For example, although 40% of your traffic could view your site on a standard laptop screen size, you could easily be getting traffic from those with viewports as large as 2560px or 4k resolution. If your website looks broken in these environments, it can be pretty embarrassing to discover later on.
So, Kyle, I want to go to you for this point you know. What sorts of mistakes happen with responsive websites and how can you make sure that when you're QAing them that you're not having like little issues say on like mobile, tablet, etc.?
KS: Well, there's really no substitute for having an actual physical device. If you have the budget for this, I’d recommend an emulation/device lab. That's really the way to go, but it's very impractical even for like mid-level agencies such as ourselves.
Browserstack is very good. It's affordable but can get pricey if you want to have multiple users using the platform at once. Occasionally, Browserstack can be very painfully slow to work with. You can also use the Device Toolbar in Chrome to resize the screen and look at different viewport sizes.
TO: Another thing to point out is there are two types of mobile websites. Usually, you only see responsive websites now, but you may remember seeing adaptive sites in the past.
With a responsive site, you could open it up in a browser and resize the window and you would see the layout change immediately. An adaptive website is either one that loads a completely different set of code based upon what the screen size is on load. You’ll see this with mobile applications and older websites where you may have gone to an e-commerce store.
When it comes to testing responsiveness, I like resizing the window in Chrome. That usually shows me how the site responds at every single pixel size so that I can tell if there are any specific awkward combinations. But as Kyle said there's no substitute for a real device.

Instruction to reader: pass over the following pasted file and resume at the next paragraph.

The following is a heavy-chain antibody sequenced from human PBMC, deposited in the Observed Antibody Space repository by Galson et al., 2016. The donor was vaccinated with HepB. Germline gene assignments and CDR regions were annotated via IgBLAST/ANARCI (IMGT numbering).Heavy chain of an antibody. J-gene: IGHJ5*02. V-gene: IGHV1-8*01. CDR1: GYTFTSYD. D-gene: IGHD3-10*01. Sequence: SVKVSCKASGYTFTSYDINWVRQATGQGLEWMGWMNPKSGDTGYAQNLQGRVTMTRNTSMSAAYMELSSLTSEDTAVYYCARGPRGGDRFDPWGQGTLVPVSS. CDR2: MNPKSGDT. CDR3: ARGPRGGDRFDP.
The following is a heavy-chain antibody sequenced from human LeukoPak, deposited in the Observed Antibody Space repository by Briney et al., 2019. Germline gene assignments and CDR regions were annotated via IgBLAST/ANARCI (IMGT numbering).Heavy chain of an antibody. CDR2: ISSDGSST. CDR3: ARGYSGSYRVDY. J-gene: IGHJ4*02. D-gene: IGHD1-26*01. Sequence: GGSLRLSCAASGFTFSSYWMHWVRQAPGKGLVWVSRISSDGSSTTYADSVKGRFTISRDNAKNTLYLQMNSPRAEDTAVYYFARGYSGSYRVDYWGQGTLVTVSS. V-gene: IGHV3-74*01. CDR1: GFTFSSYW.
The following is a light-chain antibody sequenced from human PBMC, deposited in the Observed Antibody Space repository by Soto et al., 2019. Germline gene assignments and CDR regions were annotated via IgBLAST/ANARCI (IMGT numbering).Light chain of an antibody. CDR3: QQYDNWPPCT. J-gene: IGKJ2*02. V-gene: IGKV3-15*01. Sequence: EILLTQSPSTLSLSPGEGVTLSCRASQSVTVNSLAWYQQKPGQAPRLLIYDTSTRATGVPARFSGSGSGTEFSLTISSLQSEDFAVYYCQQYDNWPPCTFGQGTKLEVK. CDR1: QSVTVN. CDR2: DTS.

You can also inspect element on iPads and iPhones using Safari on the computer. You just have to make sure that you have development mode on or the development toolbar enabled and a wire connected to your computer.
You'll be able to inspect elements and hover over everything and view the code just like you would on the computer, except you can see it all on your phone which really helps to fix certain bugs if there's one that's really troubling.
3. Links and Site Forms Aren’t Doing Anything
CA: Obviously there's a ton of functionality problems that can happen on your site regardless of what kind of thing you're trying to integrate, but I think one of the smaller issues that we tend to overlook is checking all our links, buttons, and forms.
So, Tim do you think you could talk about how thorough you need to get when checking your pages and what you tend to see is the most common linking issues?
TO: Sure. So, a lot of times during the development build out a website the developers will use placeholders for buttons and forms. They're just in there to make the layout look like it should.
This is one reason why linking tends to be forgotten because the page looks right but you actually have to click on buttons or check out the hyperlink to make sure that it's pointing to the right place. The best way to do this is to simply click on everything, but that can take a lot of time and even so you may not necessarily be able to check it in an ideal way, especially if you're using something like a staging environment.
If you are in a staging environment, then that button is most likely just pointing to a URL that doesn't exist until it's live. So, obviously it's a little hard to test because you’ll be sent to a 404 when you click it, but that doesn't necessarily mean the page is or the URL is wrong.
There's always going to be certain situations where you can't completely test something until it's live. So, you’ll want to do the best you can before the site goes live, and once it does, you want to have a team of people combing through the site, making sure everything looks right and functions correctly.
Then there are also tools that you can use to automate this process. One that I would suggest is Screaming Frog. You can also use it to check broken links and 404s when your website is live.
What this tool will do is crawl your entire site, check for any metadata anomalies or invalid properties and return any errors to help you troubleshoot and fix those bugs.
4. Noindex Codes Haven’t Been Removed
CA: So, the next bug I want to talk about is having a ‘NoIndex’ code snippet still on your site after launch.